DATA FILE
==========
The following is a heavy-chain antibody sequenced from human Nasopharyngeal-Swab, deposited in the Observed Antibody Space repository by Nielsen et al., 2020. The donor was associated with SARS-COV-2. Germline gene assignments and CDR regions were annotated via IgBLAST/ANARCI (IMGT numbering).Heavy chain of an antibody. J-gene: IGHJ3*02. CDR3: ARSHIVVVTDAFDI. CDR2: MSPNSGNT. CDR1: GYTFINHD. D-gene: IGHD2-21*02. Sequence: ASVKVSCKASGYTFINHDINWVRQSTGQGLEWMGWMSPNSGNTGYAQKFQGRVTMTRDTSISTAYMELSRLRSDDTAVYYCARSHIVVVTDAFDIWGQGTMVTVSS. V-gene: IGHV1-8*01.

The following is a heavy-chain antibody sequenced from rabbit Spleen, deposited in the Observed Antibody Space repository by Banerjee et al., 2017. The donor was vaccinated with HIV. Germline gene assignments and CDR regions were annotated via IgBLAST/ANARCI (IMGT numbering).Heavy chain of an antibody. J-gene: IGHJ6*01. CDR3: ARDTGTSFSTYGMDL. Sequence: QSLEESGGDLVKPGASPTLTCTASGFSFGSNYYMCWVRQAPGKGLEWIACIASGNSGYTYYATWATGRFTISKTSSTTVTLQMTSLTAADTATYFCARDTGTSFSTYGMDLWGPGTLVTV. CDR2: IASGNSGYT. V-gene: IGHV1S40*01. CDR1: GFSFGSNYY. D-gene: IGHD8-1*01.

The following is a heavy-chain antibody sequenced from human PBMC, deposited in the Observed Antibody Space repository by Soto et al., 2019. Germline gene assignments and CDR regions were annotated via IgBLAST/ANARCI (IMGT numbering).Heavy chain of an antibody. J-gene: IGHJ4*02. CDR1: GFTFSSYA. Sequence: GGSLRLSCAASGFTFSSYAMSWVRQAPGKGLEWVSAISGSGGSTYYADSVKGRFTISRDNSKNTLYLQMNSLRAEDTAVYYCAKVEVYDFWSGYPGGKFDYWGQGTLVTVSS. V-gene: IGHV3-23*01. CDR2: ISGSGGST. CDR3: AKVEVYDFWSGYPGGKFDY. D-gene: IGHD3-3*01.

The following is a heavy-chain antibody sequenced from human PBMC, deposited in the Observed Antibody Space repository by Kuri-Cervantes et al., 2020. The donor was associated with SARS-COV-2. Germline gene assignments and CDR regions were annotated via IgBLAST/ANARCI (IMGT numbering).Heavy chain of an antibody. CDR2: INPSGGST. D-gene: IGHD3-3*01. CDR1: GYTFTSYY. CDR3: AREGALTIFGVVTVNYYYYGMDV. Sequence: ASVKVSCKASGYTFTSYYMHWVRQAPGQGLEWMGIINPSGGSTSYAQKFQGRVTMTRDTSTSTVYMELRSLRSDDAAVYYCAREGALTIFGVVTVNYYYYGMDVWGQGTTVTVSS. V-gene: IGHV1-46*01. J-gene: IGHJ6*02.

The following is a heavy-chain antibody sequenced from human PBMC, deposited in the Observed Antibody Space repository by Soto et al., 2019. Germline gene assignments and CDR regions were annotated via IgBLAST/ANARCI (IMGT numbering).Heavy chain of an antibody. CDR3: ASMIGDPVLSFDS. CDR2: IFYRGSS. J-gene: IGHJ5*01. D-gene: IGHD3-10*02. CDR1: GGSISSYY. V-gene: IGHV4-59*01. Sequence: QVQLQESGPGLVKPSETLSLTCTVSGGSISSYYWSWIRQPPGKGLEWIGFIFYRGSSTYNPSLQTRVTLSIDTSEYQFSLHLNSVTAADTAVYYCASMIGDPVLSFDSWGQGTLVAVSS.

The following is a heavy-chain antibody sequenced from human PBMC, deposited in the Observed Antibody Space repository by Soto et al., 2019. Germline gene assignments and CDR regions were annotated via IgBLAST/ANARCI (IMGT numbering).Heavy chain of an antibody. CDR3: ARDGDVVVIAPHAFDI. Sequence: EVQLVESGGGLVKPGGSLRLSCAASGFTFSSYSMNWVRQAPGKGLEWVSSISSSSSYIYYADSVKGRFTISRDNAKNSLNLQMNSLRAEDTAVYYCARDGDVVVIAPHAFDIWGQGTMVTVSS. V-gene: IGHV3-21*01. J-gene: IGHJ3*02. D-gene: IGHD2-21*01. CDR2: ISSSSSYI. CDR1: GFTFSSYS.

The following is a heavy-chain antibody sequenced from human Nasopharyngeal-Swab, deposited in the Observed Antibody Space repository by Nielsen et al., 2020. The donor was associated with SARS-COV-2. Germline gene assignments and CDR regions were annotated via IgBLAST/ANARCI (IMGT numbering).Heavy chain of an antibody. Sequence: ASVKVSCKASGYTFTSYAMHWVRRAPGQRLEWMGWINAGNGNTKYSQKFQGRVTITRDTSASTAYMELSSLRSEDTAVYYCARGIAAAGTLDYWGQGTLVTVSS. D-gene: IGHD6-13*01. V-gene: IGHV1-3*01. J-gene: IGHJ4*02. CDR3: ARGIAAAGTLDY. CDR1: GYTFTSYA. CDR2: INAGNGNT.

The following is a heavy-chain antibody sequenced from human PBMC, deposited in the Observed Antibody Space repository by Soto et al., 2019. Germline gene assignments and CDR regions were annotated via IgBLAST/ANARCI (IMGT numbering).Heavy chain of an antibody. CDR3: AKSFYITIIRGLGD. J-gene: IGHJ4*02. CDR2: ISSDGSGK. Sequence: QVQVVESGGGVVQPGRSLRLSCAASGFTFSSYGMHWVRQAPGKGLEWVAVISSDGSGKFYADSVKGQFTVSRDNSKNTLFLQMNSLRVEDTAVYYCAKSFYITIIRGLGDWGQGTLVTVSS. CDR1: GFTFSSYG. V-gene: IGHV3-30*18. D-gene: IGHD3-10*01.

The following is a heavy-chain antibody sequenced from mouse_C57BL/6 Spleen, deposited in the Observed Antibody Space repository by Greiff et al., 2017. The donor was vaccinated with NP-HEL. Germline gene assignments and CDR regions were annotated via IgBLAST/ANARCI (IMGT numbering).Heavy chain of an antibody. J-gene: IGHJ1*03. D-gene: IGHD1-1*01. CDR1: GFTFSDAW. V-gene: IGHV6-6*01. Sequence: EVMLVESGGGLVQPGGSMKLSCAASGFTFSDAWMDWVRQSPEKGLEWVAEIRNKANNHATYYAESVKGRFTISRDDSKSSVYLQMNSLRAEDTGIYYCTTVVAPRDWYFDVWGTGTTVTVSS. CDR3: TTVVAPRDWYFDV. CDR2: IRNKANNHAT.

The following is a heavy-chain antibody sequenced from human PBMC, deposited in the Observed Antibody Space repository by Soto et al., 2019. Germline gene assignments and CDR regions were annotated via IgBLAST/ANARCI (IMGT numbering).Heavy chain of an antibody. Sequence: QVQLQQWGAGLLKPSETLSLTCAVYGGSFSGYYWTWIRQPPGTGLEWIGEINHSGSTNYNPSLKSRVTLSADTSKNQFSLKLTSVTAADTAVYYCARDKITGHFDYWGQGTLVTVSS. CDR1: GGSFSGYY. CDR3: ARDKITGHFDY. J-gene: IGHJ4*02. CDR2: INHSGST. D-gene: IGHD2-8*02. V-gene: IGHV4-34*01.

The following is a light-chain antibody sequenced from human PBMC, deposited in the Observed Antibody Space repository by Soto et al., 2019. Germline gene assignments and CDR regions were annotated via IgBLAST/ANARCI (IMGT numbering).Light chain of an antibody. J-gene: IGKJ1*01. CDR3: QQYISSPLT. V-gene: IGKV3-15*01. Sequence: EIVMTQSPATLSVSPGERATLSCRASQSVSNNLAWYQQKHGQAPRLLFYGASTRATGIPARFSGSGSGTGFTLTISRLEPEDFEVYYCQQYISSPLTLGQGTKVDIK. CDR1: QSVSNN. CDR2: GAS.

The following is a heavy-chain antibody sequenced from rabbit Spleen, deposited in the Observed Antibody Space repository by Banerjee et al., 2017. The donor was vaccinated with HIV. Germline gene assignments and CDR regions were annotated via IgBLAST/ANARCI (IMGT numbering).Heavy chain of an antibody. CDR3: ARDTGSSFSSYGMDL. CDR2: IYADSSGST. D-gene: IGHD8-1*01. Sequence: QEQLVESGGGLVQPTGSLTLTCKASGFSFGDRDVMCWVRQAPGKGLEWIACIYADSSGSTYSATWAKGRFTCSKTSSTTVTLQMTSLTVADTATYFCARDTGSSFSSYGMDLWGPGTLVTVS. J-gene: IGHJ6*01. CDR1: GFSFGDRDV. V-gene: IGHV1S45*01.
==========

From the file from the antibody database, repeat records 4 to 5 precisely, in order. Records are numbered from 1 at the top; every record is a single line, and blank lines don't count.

The following is a heavy-chain antibody sequenced from human PBMC, deposited in the Observed Antibody Space repository by Kuri-Cervantes et al., 2020. The donor was associated with SARS-COV-2. Germline gene assignments and CDR regions were annotated via IgBLAST/ANARCI (IMGT numbering).Heavy chain of an antibody. CDR2: INPSGGST. D-gene: IGHD3-3*01. CDR1: GYTFTSYY. CDR3: AREGALTIFGVVTVNYYYYGMDV. Sequence: ASVKVSCKASGYTFTSYYMHWVRQAPGQGLEWMGIINPSGGSTSYAQKFQGRVTMTRDTSTSTVYMELRSLRSDDAAVYYCAREGALTIFGVVTVNYYYYGMDVWGQGTTVTVSS. V-gene: IGHV1-46*01. J-gene: IGHJ6*02.

The following is a heavy-chain antibody sequenced from human PBMC, deposited in the Observed Antibody Space repository by Soto et al., 2019. Germline gene assignments and CDR regions were annotated via IgBLAST/ANARCI (IMGT numbering).Heavy chain of an antibody. CDR3: ASMIGDPVLSFDS. CDR2: IFYRGSS. J-gene: IGHJ5*01. D-gene: IGHD3-10*02. CDR1: GGSISSYY. V-gene: IGHV4-59*01. Sequence: QVQLQESGPGLVKPSETLSLTCTVSGGSISSYYWSWIRQPPGKGLEWIGFIFYRGSSTYNPSLQTRVTLSIDTSEYQFSLHLNSVTAADTAVYYCASMIGDPVLSFDSWGQGTLVAVSS.